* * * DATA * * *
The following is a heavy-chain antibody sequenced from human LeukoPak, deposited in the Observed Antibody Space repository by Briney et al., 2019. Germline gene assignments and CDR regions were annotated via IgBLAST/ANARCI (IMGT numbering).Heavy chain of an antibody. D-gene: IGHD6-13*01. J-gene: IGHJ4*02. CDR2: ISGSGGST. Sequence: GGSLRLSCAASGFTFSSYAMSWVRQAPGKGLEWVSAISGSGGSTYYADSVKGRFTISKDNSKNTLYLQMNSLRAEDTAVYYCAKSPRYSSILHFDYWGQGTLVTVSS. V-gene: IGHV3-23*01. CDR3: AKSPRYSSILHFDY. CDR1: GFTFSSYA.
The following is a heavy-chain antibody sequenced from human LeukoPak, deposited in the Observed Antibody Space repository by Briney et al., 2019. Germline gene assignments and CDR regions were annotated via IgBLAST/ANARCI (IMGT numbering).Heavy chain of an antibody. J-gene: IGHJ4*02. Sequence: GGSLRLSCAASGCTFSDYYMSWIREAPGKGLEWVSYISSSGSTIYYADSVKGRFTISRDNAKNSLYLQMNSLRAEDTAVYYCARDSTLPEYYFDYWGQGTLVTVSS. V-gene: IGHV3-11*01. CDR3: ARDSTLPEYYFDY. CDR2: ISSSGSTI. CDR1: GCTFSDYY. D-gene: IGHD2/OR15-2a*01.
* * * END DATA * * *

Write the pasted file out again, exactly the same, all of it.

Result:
The following is a heavy-chain antibody sequenced from human LeukoPak, deposited in the Observed Antibody Space repository by Briney et al., 2019. Germline gene assignments and CDR regions were annotated via IgBLAST/ANARCI (IMGT numbering).Heavy chain of an antibody. D-gene: IGHD6-13*01. J-gene: IGHJ4*02. CDR2: ISGSGGST. Sequence: GGSLRLSCAASGFTFSSYAMSWVRQAPGKGLEWVSAISGSGGSTYYADSVKGRFTISKDNSKNTLYLQMNSLRAEDTAVYYCAKSPRYSSILHFDYWGQGTLVTVSS. V-gene: IGHV3-23*01. CDR3: AKSPRYSSILHFDY. CDR1: GFTFSSYA.
The following is a heavy-chain antibody sequenced from human LeukoPak, deposited in the Observed Antibody Space repository by Briney et al., 2019. Germline gene assignments and CDR regions were annotated via IgBLAST/ANARCI (IMGT numbering).Heavy chain of an antibody. J-gene: IGHJ4*02. Sequence: GGSLRLSCAASGCTFSDYYMSWIREAPGKGLEWVSYISSSGSTIYYADSVKGRFTISRDNAKNSLYLQMNSLRAEDTAVYYCARDSTLPEYYFDYWGQGTLVTVSS. V-gene: IGHV3-11*01. CDR3: ARDSTLPEYYFDY. CDR2: ISSSGSTI. CDR1: GCTFSDYY. D-gene: IGHD2/OR15-2a*01.